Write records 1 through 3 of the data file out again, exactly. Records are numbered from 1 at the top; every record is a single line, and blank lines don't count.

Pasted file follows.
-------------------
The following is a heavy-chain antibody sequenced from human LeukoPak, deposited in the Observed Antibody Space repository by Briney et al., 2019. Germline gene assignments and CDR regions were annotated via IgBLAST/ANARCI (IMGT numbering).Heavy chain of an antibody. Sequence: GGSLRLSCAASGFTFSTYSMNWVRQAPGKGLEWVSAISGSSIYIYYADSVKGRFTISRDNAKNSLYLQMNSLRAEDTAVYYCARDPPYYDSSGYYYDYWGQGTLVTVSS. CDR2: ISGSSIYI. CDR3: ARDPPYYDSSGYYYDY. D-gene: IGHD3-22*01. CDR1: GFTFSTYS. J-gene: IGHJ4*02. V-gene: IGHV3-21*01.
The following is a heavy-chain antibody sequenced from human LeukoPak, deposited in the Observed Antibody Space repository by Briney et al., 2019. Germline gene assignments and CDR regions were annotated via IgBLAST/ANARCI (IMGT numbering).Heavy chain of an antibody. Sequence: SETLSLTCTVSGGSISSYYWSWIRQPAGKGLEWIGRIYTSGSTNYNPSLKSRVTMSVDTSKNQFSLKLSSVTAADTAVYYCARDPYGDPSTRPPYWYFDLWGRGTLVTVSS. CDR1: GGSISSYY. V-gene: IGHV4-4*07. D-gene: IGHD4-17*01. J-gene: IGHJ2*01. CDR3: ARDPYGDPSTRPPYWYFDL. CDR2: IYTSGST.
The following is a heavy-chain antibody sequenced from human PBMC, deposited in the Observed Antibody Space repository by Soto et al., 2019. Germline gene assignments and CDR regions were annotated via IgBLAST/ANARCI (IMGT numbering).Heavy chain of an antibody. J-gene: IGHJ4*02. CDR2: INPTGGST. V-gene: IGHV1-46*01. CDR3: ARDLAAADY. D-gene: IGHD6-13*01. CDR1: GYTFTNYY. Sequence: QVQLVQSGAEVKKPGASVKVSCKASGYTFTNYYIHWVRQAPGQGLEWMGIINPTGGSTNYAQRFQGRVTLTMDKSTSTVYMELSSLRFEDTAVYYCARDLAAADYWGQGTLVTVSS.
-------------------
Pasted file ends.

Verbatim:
The following is a heavy-chain antibody sequenced from human LeukoPak, deposited in the Observed Antibody Space repository by Briney et al., 2019. Germline gene assignments and CDR regions were annotated via IgBLAST/ANARCI (IMGT numbering).Heavy chain of an antibody. Sequence: GGSLRLSCAASGFTFSTYSMNWVRQAPGKGLEWVSAISGSSIYIYYADSVKGRFTISRDNAKNSLYLQMNSLRAEDTAVYYCARDPPYYDSSGYYYDYWGQGTLVTVSS. CDR2: ISGSSIYI. CDR3: ARDPPYYDSSGYYYDY. D-gene: IGHD3-22*01. CDR1: GFTFSTYS. J-gene: IGHJ4*02. V-gene: IGHV3-21*01.
The following is a heavy-chain antibody sequenced from human LeukoPak, deposited in the Observed Antibody Space repository by Briney et al., 2019. Germline gene assignments and CDR regions were annotated via IgBLAST/ANARCI (IMGT numbering).Heavy chain of an antibody. Sequence: SETLSLTCTVSGGSISSYYWSWIRQPAGKGLEWIGRIYTSGSTNYNPSLKSRVTMSVDTSKNQFSLKLSSVTAADTAVYYCARDPYGDPSTRPPYWYFDLWGRGTLVTVSS. CDR1: GGSISSYY. V-gene: IGHV4-4*07. D-gene: IGHD4-17*01. J-gene: IGHJ2*01. CDR3: ARDPYGDPSTRPPYWYFDL. CDR2: IYTSGST.
The following is a heavy-chain antibody sequenced from human PBMC, deposited in the Observed Antibody Space repository by Soto et al., 2019. Germline gene assignments and CDR regions were annotated via IgBLAST/ANARCI (IMGT numbering).Heavy chain of an antibody. J-gene: IGHJ4*02. CDR2: INPTGGST. V-gene: IGHV1-46*01. CDR3: ARDLAAADY. D-gene: IGHD6-13*01. CDR1: GYTFTNYY. Sequence: QVQLVQSGAEVKKPGASVKVSCKASGYTFTNYYIHWVRQAPGQGLEWMGIINPTGGSTNYAQRFQGRVTLTMDKSTSTVYMELSSLRFEDTAVYYCARDLAAADYWGQGTLVTVSS.